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Documents You'll Need to Secure a Lease

Moving into an Apartment Requires Background Information


Before you sign a lease with a new landlord, there are a few documents you'll need to gather and take with you in order to complete the rental application. If you're moving to another city in another state or country, then you'll need to make sure you have these documents in hand before you leave on your apartment hunting trip.

Proof of employment: Most potential landlords will accept pay stubs or an offer of employment letter as proof that you're employed. If you're like myself and my husband, who are contractors, then you'll need to find another way to prove that you can pay the rent. This might mean showing your contract with your clients or providing statements from your business account.

List of past addresses: All rental applications that I've ever filled out always required at least three references of past landlords. If you move a lot, like we do, then you'll need to make sure you have the correct contact information at hand.

Most recent tax return: Some landlords require a copy of your most recent tax return. This provides them with information on earnings over the past year. A tax return may be a replacement for employment records or if you're unemployed, the return will show how much you earn in a year and whether you'll be able to cover the rent.

Banking information: I'm always hesitant to share banking information, so if you need to, make sure you protect yourself by not revealing your bank account number. Black out portions that are private information and never provide originals. Always take photocopies.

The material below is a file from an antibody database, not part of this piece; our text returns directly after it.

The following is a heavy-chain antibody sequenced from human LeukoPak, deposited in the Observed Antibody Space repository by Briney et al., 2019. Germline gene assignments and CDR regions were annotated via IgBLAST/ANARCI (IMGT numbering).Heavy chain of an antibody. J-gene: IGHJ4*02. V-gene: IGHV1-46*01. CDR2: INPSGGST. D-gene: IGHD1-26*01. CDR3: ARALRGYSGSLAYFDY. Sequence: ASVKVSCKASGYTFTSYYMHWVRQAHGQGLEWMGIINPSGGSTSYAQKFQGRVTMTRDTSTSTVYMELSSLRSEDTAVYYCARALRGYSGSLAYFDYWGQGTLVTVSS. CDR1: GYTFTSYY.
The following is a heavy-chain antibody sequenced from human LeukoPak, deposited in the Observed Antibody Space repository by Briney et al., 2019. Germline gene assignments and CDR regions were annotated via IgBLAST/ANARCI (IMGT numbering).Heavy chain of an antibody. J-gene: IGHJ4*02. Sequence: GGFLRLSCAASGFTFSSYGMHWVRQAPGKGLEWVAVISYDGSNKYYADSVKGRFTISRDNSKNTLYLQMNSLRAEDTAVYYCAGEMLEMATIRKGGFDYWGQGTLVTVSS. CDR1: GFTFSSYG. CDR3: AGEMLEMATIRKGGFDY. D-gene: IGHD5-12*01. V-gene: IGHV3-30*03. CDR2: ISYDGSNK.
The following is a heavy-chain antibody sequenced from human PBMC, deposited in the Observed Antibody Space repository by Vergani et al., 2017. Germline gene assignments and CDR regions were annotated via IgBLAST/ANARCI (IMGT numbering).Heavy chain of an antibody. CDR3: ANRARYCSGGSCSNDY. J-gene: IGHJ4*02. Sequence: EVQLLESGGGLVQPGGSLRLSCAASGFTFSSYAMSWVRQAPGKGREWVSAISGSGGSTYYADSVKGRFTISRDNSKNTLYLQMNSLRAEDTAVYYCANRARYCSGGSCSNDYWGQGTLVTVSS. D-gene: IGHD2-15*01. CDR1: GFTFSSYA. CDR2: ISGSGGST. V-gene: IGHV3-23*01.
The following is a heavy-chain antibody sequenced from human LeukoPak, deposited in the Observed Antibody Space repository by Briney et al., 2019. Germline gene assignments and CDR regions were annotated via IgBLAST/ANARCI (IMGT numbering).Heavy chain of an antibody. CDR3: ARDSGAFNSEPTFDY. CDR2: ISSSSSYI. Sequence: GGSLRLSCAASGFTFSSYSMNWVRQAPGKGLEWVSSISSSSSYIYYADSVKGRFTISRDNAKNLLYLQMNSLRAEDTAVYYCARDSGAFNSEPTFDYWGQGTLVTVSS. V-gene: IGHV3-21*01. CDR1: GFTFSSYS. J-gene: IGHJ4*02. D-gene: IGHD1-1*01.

Employer name and contact information: Some landlords will ask to speak with your employer. This is common practice so be prepared to share this information.

Current lease agreement: Some landlords will want to see your current lease agreement so they can know how much you've been paying in rent and your current landlords contact information. While not all landlords require this, I always take a copy just in case.

Reference letters: In case you don't have enough to back-up your application, it's a good idea to collect reference letters from past landlords or current employers. This is particularly true if you have pets. A new landlord wants to make sure you're a responsible pet owner and often that can be proven through a past or current landlord.

For more information on moving into an apartment, check out these articles:

Top 5 Apartment Rental Search Tools

How Much Does it Cost to Rent an Apartment?

Are You Ready to Move into Your First Home or Apartment?

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